The ancient Olympic Games began in the year 776 BC, when Koroibos, a cook from the nearby city of Elis, won the stadium race, a foot race 600 feet long.According to some literary traditions, this was the only athletic event of the games for the first 13 Olympic festivals.Other evidence, both literary and archaeological, suggests that the games may have existed at Olympia much earlier than this date, perhaps as early as the tenth or ninth century BC.A series of bronze tripods have been found at Olympia, some of which appear to be dated at about the ninth century BC, and it has also been suggested that these tripods may in fact be prizes for some of the early events at Olympia.The marathon was not an event of the ancient Olympic Games.The marathon is a modern event that was first introduced in the Modern Olympic Games of 1896 in Athens, a race from Marathon—northeast of Athens—to the Olympic Stadium, a distance of 42.195 kilometers.The race commemorates the run of Pheidippides, an ancient “day runner” who carried the news of the Persian landing at Marathon of 490 BC to Sparta (a distance of 149 miles) in order to enlist help for the battle.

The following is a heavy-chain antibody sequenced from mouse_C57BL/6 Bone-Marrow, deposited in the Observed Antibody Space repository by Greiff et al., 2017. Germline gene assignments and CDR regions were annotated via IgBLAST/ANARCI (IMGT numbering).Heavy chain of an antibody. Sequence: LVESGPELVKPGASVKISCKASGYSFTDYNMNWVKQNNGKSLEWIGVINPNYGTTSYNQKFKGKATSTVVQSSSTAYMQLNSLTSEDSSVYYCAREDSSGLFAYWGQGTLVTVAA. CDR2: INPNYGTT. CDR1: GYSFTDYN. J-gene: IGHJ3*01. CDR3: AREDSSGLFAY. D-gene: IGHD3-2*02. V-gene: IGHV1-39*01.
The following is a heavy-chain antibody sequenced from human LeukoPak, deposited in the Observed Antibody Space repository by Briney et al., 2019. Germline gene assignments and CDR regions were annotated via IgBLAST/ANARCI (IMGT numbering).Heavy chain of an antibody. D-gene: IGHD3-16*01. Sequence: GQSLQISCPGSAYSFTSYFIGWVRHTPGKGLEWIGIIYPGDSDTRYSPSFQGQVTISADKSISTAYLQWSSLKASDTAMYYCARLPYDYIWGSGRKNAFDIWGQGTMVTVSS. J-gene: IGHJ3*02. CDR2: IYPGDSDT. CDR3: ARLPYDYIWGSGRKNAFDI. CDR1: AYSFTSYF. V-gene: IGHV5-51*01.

The distance was the exact measurement between Windsor Castle, the start of the race, and the finish line inside White City Stadium.
From 776 BC, the games were held in Olympia every four years for almost twelve centuries.
Additional athletic events were gradually added until, by the fifth century BC, the religious festival consisted of a five-day program.
The athletic events included three foot races (stadion, diaulos, and dolichos) as well as the pentathlon (five contests: discus, javelin, long jump, wrestling, and foot race), pugme (boxing), pale (wrestling), pankration, and the hoplitodromos.
Additional events, both equestrian and for humans, were added throughout the course of the history of the Olympic Games.